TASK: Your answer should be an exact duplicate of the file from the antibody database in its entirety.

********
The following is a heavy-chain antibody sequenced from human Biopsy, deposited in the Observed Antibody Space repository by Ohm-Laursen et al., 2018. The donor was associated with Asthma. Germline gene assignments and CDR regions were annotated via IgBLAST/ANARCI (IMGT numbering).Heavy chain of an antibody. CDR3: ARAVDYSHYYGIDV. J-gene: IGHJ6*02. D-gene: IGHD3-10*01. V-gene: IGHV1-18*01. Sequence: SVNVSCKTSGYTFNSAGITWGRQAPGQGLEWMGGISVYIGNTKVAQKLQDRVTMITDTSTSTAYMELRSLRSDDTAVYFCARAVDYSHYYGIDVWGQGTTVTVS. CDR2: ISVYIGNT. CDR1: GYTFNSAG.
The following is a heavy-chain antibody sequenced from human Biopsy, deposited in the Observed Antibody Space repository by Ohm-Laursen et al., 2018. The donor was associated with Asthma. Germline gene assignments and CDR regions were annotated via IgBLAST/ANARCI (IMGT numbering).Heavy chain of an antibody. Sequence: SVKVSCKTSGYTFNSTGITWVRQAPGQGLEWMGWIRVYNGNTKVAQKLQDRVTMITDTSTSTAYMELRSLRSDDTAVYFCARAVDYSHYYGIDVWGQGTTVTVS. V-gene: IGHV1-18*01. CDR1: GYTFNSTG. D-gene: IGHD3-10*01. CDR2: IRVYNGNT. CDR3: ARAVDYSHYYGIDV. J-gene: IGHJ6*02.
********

The following is a heavy-chain antibody sequenced from human Biopsy, deposited in the Observed Antibody Space repository by Ohm-Laursen et al., 2018. The donor was associated with Asthma. Germline gene assignments and CDR regions were annotated via IgBLAST/ANARCI (IMGT numbering).Heavy chain of an antibody. CDR3: ARAVDYSHYYGIDV. J-gene: IGHJ6*02. D-gene: IGHD3-10*01. V-gene: IGHV1-18*01. Sequence: SVNVSCKTSGYTFNSAGITWGRQAPGQGLEWMGGISVYIGNTKVAQKLQDRVTMITDTSTSTAYMELRSLRSDDTAVYFCARAVDYSHYYGIDVWGQGTTVTVS. CDR2: ISVYIGNT. CDR1: GYTFNSAG.
The following is a heavy-chain antibody sequenced from human Biopsy, deposited in the Observed Antibody Space repository by Ohm-Laursen et al., 2018. The donor was associated with Asthma. Germline gene assignments and CDR regions were annotated via IgBLAST/ANARCI (IMGT numbering).Heavy chain of an antibody. Sequence: SVKVSCKTSGYTFNSTGITWVRQAPGQGLEWMGWIRVYNGNTKVAQKLQDRVTMITDTSTSTAYMELRSLRSDDTAVYFCARAVDYSHYYGIDVWGQGTTVTVS. V-gene: IGHV1-18*01. CDR1: GYTFNSTG. D-gene: IGHD3-10*01. CDR2: IRVYNGNT. CDR3: ARAVDYSHYYGIDV. J-gene: IGHJ6*02.